DISCUSSED: Bruce Willis, The shape of Bottles, Growing jasmine in France, The appeal of Consistency, Baz Luhrmann's best work, Chanel No. 5 in the Metropolitan Museum of Art, Being called "Le Monstre"
Over 250 new perfumes have already hit the market this year but the odds that one of these will go on to be a best-seller are slim. Most new fragrances will stay on store shelves less than a year (ahem, Bruce Willis cologne—we’re looking at you).
In the over-saturated fragrance market, Chanel No. 5 is the gold standard. It has sold consistently since its launch in 1921 and is recognized as a household name. But what is it that makes No. 5 such a mainstay in the market?
- Sales: According to Chanel, a bottle of the famous fragrance is sold every 55 seconds. It is known by competitors as “Le Monstre.”
- Uniqueness: When Coco Chanel launched Chanel No. 5 in 1921, perfumes consisted of a single floral note. No. 5 was the first perfume to make use of synthetic aldehydes, combining 31 ingredients to create a unique, modern scent. Chanel’s aim was to create a complex fragrance that was reminiscent of a woman, not a flower.
- Exclusivity: At the time it was created, Chanel’s perfumer didn’t want the fragrance to be copied by anyone and chose to use the most expensive fragrance oil available at the time as a key ingredient—jasmine. Today, the jasmine for No. 5 is grown exclusively by a single producer in Brasse, France.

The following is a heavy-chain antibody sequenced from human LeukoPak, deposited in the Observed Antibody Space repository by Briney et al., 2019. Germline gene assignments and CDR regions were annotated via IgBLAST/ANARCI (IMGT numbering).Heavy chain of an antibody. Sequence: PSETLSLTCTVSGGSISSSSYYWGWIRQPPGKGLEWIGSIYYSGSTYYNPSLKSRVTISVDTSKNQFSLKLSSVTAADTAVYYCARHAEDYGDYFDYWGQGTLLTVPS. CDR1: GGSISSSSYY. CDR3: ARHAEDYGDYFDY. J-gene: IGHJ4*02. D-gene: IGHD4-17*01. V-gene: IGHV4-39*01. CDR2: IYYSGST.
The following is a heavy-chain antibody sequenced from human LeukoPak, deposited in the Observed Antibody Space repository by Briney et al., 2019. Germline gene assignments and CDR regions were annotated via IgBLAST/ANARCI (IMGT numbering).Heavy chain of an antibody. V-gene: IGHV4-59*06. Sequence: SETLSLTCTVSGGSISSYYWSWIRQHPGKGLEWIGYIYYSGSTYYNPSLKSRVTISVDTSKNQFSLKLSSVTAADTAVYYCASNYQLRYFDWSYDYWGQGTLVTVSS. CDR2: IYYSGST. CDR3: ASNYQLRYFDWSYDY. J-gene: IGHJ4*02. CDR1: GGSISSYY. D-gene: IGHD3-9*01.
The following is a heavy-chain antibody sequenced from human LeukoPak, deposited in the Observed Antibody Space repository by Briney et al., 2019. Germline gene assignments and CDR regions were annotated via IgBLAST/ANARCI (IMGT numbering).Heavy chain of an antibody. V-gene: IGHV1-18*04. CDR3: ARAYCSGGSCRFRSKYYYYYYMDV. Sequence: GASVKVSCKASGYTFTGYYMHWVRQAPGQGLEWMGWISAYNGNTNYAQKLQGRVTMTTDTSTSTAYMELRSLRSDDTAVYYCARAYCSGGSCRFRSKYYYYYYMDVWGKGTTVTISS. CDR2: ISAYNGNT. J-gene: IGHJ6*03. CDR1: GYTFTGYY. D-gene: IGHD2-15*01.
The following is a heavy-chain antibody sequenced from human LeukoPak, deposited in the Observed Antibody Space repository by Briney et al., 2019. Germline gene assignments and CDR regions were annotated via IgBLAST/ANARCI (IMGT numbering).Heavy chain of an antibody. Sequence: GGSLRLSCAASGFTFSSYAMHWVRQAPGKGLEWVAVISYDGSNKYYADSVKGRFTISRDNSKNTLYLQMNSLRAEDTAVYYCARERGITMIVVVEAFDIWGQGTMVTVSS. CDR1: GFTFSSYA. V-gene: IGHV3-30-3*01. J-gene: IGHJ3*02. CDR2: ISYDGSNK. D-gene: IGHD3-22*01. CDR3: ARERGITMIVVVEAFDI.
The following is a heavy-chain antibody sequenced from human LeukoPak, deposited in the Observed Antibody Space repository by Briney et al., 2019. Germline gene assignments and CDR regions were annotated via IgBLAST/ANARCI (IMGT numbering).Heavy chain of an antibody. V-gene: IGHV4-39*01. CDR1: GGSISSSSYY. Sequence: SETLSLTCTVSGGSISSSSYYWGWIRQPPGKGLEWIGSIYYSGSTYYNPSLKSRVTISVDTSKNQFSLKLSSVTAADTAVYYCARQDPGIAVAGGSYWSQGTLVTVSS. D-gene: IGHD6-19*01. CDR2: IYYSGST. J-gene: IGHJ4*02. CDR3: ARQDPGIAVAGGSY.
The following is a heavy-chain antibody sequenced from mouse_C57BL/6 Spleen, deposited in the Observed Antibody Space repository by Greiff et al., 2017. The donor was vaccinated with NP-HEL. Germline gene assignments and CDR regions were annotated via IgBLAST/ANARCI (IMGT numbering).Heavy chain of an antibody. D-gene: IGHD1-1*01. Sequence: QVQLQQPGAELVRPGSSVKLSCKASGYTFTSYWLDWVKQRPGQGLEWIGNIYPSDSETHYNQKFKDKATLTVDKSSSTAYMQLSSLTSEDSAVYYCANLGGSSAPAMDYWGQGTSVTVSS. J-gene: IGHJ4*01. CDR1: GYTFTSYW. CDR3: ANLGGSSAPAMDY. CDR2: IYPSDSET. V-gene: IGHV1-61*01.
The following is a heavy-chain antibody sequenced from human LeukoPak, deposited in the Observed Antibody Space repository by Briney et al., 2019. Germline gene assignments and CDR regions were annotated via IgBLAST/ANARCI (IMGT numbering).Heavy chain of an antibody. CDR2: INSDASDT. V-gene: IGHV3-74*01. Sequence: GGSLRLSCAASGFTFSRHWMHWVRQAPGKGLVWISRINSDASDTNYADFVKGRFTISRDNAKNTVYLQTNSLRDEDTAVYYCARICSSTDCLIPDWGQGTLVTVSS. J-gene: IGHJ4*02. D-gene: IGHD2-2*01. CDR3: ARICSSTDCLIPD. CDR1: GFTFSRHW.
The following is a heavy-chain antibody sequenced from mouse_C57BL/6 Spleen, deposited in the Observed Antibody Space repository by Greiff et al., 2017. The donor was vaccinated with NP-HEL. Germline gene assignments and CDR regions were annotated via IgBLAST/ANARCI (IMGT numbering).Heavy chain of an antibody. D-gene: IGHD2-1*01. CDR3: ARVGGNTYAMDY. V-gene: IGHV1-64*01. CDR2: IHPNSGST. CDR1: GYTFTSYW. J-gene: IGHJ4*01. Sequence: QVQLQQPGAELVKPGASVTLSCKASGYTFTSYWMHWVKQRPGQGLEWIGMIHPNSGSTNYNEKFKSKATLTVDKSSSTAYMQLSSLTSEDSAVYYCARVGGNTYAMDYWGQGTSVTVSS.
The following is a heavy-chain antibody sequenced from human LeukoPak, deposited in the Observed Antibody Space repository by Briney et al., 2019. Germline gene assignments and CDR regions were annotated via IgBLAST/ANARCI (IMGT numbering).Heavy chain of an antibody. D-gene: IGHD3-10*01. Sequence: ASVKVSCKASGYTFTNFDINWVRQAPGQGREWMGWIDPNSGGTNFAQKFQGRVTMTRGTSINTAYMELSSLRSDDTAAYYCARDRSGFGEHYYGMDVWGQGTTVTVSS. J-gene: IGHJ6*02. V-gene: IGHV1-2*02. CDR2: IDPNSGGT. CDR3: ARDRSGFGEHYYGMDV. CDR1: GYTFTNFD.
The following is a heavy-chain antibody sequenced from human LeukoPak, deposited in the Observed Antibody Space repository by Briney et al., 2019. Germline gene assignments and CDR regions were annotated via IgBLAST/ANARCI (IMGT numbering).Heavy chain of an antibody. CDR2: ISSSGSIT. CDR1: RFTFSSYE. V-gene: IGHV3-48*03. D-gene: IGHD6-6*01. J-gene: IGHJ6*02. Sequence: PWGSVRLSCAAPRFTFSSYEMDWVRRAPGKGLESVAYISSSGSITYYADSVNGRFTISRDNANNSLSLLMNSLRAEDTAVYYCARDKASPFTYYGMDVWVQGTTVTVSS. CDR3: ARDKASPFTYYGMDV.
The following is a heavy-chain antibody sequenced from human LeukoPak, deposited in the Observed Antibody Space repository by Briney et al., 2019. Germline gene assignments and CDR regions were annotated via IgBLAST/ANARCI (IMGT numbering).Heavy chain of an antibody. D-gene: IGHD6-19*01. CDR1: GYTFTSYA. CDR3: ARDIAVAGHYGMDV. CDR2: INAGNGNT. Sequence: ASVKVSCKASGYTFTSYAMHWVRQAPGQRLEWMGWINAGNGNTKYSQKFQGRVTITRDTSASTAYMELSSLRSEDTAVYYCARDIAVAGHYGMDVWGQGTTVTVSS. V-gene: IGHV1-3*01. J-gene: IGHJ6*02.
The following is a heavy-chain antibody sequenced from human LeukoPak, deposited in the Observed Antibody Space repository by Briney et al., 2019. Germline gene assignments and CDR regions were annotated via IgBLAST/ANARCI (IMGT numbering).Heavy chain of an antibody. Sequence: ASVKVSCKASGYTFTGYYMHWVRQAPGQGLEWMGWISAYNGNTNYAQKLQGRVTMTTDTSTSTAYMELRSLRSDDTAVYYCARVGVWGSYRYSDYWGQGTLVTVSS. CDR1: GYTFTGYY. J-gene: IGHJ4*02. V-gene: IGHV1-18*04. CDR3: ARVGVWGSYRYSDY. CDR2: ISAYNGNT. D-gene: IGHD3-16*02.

- Design: The square bottle is simple and bold. When No. 5 was launched the bottle’s shape resembled men's cologne, making it stand out from other perfumes on the market. Today the design is considered classic and sits in the Metropolitan Museum of Art.
- Consistency: The standard in the perfume industry is to piggyback off of successful fragrances by introducing “Flankers,” brand extensions of the original fragrance. Instead of creating endless variations on the No. 5 scent, Chanel reinvents itself through advertising, selecting big-name spokeswomen that evoke the timelessly modern image of the brand.
- Advertising: When Nicole Kidman was chosen as the face of Chanel in 2004, sales of No. 5 were down. The brand hired director Baz Luhrmann to create a short film and annual sales of No. 5 rose by 26%. The campaign was considered a huge success and other perfumeries have followed suit (Sofia Coppola for Dior and David Lynch for Gucci).
Upon its launch, Chanel No. 5 was successful because of its boldness. Everything about the fragrance, from its ingredients to its packaging, was vastly different from other perfumes on the market. The industry standard of combining complex notes to evoke a unique image can be credited to Chanel. The bottle shape was vastly different from the frilly choices available at the time and now a perfume’s packaging is just as (if not more so) important than the fragrance itself.
Chanel No. 5 redefined the perfume industry nearly a century ago and continues to to dominate the marketplace. Product magic? Yes, indeed.
Photo by broma.